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This etext was prepared from the 1923 Macmillan edition by Les Bowler.



'Ah, my heart! her eyes and she
Have taught thee new astrology.
Howe'er Love's native hours were set,
Whatever starry synod met,
'Tis in the mercy of her eye,
If poor Love shall live or die.'

CRASHAW: _Love's Horoscope_.




_First published by Macmillan and Co._, _Crown_ 8_vo,_ 1902

_Reprinted_ 1907, 1911, 1916, 1923

_Pocket Edition_ 1906. _Reprinted_ 1909, 1912, 1915, 1918 1919, 1920,
1922, 1923

_Wessex Edition_ (_8vo_) 1912

_Reprinted_ 1920



This slightly-built romance was the outcome of a wish to set the
emotional history of two infinitesimal lives against the stupendous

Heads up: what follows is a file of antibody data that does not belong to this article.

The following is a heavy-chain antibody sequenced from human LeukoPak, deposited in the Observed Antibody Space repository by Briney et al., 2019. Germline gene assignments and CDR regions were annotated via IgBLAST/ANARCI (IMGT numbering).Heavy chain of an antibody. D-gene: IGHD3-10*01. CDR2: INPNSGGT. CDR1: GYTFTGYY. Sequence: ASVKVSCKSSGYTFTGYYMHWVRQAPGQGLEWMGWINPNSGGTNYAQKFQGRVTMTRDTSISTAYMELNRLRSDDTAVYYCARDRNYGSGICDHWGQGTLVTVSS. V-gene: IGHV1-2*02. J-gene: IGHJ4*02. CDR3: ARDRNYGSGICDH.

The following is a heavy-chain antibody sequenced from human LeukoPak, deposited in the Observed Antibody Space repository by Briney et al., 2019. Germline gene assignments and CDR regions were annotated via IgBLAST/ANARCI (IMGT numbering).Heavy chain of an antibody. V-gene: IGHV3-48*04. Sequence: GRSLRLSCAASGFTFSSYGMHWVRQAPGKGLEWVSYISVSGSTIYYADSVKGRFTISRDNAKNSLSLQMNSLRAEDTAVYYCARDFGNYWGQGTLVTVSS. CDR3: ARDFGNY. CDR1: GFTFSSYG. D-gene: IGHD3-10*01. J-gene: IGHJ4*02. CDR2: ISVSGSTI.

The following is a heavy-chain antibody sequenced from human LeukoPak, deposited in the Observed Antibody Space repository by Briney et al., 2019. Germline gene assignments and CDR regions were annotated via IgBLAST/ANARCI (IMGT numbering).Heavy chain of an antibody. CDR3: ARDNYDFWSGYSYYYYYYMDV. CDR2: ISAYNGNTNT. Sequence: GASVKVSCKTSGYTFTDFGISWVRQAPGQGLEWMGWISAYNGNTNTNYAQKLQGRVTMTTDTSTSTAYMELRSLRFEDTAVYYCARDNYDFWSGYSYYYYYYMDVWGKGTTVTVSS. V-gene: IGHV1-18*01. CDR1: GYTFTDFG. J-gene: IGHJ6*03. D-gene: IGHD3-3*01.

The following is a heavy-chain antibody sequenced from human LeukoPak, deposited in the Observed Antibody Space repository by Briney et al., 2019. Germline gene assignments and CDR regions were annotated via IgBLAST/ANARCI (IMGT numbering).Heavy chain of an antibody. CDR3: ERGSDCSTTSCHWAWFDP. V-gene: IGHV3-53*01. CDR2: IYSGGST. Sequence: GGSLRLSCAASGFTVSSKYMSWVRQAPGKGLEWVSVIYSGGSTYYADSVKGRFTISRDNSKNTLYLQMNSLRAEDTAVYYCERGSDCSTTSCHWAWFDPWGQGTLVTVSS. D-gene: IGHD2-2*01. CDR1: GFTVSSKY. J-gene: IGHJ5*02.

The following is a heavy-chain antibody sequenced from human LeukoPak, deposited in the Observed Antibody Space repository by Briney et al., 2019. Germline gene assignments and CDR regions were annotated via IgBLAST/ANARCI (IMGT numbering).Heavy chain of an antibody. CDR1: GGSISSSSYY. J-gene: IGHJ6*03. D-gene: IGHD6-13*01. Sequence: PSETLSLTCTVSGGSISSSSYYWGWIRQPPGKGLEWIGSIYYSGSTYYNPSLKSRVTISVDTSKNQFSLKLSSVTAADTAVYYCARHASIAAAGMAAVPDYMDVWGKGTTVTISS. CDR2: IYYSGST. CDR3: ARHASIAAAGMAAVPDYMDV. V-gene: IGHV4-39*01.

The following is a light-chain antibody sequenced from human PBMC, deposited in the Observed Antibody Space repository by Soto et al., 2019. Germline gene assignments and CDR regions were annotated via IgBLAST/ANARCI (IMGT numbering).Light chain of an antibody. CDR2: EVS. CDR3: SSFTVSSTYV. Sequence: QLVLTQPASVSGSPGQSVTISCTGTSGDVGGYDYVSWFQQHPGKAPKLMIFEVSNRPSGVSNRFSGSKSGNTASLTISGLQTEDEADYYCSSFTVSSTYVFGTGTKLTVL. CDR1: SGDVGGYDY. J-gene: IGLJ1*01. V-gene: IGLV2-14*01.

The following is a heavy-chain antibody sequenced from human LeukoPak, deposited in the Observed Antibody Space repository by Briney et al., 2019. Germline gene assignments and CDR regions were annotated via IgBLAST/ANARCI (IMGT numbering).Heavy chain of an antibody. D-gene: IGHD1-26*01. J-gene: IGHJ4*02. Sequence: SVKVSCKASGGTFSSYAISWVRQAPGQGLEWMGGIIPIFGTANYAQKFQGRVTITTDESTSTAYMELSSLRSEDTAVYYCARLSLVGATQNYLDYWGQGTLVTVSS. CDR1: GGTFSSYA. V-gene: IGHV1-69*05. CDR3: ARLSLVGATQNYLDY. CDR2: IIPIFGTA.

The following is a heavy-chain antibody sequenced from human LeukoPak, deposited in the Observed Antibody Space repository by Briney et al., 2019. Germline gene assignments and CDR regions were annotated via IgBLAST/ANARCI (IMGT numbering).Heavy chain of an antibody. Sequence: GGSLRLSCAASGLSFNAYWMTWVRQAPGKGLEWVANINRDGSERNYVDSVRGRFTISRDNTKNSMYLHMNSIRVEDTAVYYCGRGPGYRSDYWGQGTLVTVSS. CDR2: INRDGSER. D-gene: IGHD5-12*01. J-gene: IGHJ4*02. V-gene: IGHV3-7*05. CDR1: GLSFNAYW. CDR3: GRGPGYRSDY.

background of the stellar universe, and to impart to readers the
sentiment that of these contrasting magnitudes the smaller might be the
greater to them as men.

But, on the publication of the book people seemed to be less struck with
these high aims of the author than with their own opinion, first, that
the novel was an 'improper' one in its morals, and, secondly, that it was
intended to be a satire on the Established Church of this country. I was
made to suffer in consequence from several eminent pens.

That, however, was thirteen years ago, and, in respect of the first
opinion, I venture to think that those who care to read the story now
will be quite astonished at the scrupulous propriety observed therein on
the relations of the sexes; for though there may be frivolous, and even
grotesque touches on occasion, there is hardly a single caress in the
book outside legal matrimony, or what was intended so to be.